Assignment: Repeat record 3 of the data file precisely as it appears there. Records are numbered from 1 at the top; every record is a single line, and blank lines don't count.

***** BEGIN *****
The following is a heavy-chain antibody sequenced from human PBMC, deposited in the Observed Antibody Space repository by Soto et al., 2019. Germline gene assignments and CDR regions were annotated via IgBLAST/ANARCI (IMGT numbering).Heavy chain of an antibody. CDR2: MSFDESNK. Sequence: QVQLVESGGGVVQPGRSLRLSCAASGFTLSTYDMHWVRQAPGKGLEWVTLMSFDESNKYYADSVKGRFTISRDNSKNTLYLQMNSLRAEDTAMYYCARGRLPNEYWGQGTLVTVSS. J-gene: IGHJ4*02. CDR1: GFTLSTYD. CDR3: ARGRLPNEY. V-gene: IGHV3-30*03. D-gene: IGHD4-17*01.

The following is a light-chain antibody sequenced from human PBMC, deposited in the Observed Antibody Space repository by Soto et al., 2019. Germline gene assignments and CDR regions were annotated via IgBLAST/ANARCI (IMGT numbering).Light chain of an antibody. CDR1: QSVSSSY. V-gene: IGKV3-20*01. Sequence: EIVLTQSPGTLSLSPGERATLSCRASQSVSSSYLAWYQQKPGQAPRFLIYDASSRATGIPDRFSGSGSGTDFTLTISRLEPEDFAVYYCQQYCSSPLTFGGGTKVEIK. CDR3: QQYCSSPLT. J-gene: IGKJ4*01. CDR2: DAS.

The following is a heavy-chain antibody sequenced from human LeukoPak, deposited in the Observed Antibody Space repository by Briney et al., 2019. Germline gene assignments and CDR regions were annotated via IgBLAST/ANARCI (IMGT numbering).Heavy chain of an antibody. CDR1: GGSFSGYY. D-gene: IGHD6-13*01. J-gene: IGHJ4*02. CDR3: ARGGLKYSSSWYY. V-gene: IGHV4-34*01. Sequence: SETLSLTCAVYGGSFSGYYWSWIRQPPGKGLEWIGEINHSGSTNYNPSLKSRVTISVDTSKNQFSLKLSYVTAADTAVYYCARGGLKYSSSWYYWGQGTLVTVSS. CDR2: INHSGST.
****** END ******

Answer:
The following is a heavy-chain antibody sequenced from human LeukoPak, deposited in the Observed Antibody Space repository by Briney et al., 2019. Germline gene assignments and CDR regions were annotated via IgBLAST/ANARCI (IMGT numbering).Heavy chain of an antibody. CDR1: GGSFSGYY. D-gene: IGHD6-13*01. J-gene: IGHJ4*02. CDR3: ARGGLKYSSSWYY. V-gene: IGHV4-34*01. Sequence: SETLSLTCAVYGGSFSGYYWSWIRQPPGKGLEWIGEINHSGSTNYNPSLKSRVTISVDTSKNQFSLKLSYVTAADTAVYYCARGGLKYSSSWYYWGQGTLVTVSS. CDR2: INHSGST.